Builders hoping to develop certain hillside properties in Los Angeles may have to reconsider their plans due to new zoning standards adopted by the city.

The new standards, which went into effect April 30, have created stricter setback rules for hillside properties located on "substandard" streets that don't meet minimum city width requirements.

A hillside street is designated substandard when a portion of it is less than 28 feet across, the minimum width that the city's zoning department deems necessary to handle emergency vehicles and a reasonable traffic flow.

In some hillside areas, the revamped setback rules will be enough to perhaps kill some projects or negate some lot sales.

That might have been the case for developers Wade Johnson and Kirk Rose, who rushed to submit plans to build two homes on Wattles Drive in Nichols Canyon under the pre-existing five-foot setback regulations once they caught wind of the zoning changes in March.

With the new standards, the projects would have needed setbacks of about 20 feet, which would have rendered their approximately 6,000- and 6,500-square-foot lots useless.

"We got lucky that we found out soon enough to respond, or we wouldn't have been able to do the projects and we would have been stuck," said Johnson, a construction and real estate attorney. "I think there will be a lot of screaming in the next couple of months. This will have a negative impact on lot prices. The more restrictions a piece of property has and the more expensive it is to build on it, the less desirable it becomes. Some people somewhere will be left holding the bag."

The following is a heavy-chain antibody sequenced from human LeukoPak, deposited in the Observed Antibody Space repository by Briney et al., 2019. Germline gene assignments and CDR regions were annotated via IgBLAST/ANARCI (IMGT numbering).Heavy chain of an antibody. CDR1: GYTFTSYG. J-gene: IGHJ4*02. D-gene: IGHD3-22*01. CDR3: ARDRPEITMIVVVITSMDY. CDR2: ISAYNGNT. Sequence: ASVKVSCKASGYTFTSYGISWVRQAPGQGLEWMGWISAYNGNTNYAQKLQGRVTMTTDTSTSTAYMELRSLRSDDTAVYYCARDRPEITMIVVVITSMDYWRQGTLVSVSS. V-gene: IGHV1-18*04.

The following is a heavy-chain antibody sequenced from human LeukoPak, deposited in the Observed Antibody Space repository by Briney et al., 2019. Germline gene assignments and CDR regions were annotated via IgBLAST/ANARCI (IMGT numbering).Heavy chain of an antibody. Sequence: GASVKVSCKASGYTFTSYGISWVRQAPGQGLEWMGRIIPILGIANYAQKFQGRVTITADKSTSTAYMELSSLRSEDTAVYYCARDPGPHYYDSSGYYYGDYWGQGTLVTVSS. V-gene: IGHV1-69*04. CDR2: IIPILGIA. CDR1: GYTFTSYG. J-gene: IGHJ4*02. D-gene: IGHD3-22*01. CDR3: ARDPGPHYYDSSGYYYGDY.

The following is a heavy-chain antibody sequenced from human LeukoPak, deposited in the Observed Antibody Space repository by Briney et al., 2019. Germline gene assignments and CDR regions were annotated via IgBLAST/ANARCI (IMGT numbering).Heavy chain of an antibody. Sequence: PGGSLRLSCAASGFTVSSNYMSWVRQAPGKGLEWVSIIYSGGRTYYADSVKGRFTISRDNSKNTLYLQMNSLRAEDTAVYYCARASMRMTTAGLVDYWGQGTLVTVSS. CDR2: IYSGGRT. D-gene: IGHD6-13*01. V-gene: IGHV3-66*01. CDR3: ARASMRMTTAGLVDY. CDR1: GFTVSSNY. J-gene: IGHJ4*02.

"The primary goal of this was to make these areas safe for emergency vehicles like ambulances, fire trucks and police cars," said Robert Janovici, L.A.'s chief zoning administrator. "In some areas of L.A., it's hard to get emergency vehicles to a home because the streets are narrow and the houses come almost to the street. It had become an issue."

It wasn't until about 10 years ago that the city had any setback requirements at all, Janovici said. Until then, some hillside developments were built right up to the street.

Developers or property owners upset with the new regulations have a way to plead their case.

"They can apply for an adjustment," Janovici said. "They can get a hearing with a zoning administrator and make their case, and they have ways to appeal that decision, too.

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